Video documentary about the beginnings of prairie preservation and restoration
A filmmaker and board member of Sinnissippi Audubon (Rockford, IL) shot, produced and edited a documentary, “Aldo Leopold at Faville Grove”, about the beginnings of prairie preservation and restoration.
In the 1930s and early 40s, Professor Aldo Leopold (known for A Sand County Almanac ) undertook a study of upland game birds near Lake Mills, Wisconsin; a project which culminated with the saving of the first piece of virgin prairie as public land after he wrote a beautiful little essay, “Exit Orchis.”. This video documents that story, with interviews with three of Leopold’s children, graduate students, and others involved from 1935 until the present.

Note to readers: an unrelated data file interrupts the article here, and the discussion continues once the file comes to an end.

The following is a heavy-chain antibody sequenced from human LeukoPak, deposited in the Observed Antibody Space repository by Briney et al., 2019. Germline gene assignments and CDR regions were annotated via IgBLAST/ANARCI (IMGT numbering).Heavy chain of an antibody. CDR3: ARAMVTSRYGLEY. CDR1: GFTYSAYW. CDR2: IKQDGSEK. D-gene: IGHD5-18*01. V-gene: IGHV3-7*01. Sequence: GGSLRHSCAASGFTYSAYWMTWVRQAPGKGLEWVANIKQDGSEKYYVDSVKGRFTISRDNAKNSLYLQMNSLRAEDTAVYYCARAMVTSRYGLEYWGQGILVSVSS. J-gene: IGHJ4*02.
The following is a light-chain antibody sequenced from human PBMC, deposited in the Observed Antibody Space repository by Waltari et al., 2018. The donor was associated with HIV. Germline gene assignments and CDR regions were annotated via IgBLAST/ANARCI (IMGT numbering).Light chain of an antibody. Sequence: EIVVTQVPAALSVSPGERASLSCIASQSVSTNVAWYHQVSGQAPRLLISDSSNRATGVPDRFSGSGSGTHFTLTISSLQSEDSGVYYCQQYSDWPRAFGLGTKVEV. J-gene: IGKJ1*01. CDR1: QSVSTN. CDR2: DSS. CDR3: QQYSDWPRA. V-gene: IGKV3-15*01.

In 1960, Milwaukee Audubon purchased a buffer strip around the prairie to help protect it. In the last dozen years, Madison (Wisconsin) Audubon Society has coordinated efforts to purchase and restore hundreds of acres contiguous to the original prairie. Spokespersons for Madison Audubon describe the work.
An epilogue to the video documents the devastating flood damage of 2008; in which species loss was made less because of the extent of Audubon’s restoration efforts.
The newsletter of the National Wildlife Institute called this documentary “worthwhile”. It’s available on Amazon.